"The declassifying process requires us to look at the contents of the report and to ensure that we do not divulge information that could land in wrong hands," said Mabanga.

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Flyme flight makes emergency landing after bomb threat

A Flyme passenger flight has made an emergency landing at Ibrahim Nasir International Airport (INIA) at 11:49pm on Saturday after the pilot received a bomb threat, the Maldives National Defense Forces (MNDF) has confirmed.

All 11 passengers and three crew members on board the flight have been escorted safely off the plane, the statement said. The MNDF is now conducting a search of the aircraft.

The airport runway was opened after a two and a half hour closure.

The Maldives Police Services declined to state if any arrests were made, only stating that said an investigation team is active at the airport.

The flight to Baa Atoll Dharavandhoo Island left Malé at 11:04pm, a journey of approximately 20 minutes.

Minivan News understands a passenger on board the flight passed the bomb threat written in English to the pilot via a member of the crew.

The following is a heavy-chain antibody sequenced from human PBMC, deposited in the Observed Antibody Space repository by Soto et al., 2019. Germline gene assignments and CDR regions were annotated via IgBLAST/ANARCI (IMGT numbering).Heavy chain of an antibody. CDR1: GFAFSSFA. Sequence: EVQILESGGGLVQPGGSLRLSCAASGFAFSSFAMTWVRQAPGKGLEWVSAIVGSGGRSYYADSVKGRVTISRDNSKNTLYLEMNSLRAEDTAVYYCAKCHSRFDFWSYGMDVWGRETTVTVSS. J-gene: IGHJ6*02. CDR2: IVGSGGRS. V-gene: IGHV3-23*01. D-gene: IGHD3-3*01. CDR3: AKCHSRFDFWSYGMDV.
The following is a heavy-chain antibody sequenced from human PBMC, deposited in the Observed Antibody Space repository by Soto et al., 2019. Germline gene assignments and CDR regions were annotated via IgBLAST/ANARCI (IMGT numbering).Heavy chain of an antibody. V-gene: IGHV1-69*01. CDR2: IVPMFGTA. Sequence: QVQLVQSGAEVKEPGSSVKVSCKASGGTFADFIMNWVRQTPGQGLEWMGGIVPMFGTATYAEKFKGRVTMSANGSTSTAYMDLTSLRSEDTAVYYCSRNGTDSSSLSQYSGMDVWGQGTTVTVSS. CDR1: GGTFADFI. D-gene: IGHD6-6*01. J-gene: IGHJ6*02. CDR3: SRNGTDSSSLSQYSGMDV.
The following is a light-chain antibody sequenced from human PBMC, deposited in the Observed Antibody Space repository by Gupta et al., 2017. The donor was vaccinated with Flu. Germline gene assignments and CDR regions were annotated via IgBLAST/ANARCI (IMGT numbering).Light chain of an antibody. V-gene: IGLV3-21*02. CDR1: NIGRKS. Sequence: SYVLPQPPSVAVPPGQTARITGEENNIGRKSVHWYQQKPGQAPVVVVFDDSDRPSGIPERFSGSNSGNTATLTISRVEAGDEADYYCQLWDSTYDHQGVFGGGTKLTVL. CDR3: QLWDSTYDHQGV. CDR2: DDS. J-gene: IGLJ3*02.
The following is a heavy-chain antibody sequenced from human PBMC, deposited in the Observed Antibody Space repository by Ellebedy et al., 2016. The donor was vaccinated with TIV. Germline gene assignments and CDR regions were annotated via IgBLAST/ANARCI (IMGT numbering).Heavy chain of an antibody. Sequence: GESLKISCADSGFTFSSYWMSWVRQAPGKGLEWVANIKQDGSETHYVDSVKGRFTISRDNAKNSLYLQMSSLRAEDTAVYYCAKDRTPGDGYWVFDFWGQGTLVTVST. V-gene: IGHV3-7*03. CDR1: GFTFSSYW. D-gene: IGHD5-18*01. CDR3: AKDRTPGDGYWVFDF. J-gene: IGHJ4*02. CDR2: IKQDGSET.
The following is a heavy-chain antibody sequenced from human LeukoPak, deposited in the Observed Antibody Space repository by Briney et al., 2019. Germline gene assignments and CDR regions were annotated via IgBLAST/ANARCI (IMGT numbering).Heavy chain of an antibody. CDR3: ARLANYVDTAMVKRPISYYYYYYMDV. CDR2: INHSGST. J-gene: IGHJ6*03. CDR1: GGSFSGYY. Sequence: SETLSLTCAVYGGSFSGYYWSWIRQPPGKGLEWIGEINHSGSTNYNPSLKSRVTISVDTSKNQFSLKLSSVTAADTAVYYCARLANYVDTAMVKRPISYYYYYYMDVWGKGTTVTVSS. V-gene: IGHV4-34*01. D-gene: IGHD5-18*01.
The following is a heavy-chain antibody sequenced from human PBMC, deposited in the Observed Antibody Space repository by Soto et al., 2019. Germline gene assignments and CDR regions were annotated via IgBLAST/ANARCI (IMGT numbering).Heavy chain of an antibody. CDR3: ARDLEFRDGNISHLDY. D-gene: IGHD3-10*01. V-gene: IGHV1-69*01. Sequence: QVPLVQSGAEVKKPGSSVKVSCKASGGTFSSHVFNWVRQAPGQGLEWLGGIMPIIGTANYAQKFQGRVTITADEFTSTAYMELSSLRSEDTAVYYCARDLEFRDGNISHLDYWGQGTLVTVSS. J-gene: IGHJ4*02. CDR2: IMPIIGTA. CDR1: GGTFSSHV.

On receiving the threat, the pilot immediately turned around and headed back to INIA. All arrivals to Malé were diverted and departures including a Singapore Airlines and Turkish Airlines flight were delayed.

Only one of the 11 passengers is a Maldivian, a Flyme official has confirmed.

A year ago, on November 23, a Flyme flight departing to Gaaf Dhaal Atoll Kaadehdhoo was delayed after a group threatened to hijack the plane.

Flyme is operated by Villa Air, a subsidiary of Villa Group. Tourism tycoon, Jumhooree Party Leader and MP Gasim Ibrahim is the owner of Villa Group.

Last week a Flyme flight was forced to return  to Malé en route to Kadadehdhoo after a 59-year-old woman died during shortly after take off.

Story and comments:

 The Maldives Police Service on Sunday said that they are investigating the bomb threat sent to a Flyme Airlines passenger flight on Saturday night.

A flight en route to Dharavandhoo Airport in Baa atoll had to make an emergency landing at the Ibrahim Nasir International Airport (INIA) after the cabin crew found the threat on a seat on the plane.

“The investigation is ongoing but we cannot reveal any of the findings to the press yet” a police official told Haveeru.

Haveeru has received information that the culprits behind the threat had demanded that a group of prisoners at the Maafushi prison be released. The source had not identified the convicts.

According to the official, a team from the service has been active on the scene since it landed at 11:49 pm. Flights scheduled to land at the airport were rerouted and departures were delayed more than two hours.

11 passengers and two cabin crew were safely escorted off the plane.

The incident delayed departures via flights from Emirates, Singapore, and Turkish airlines.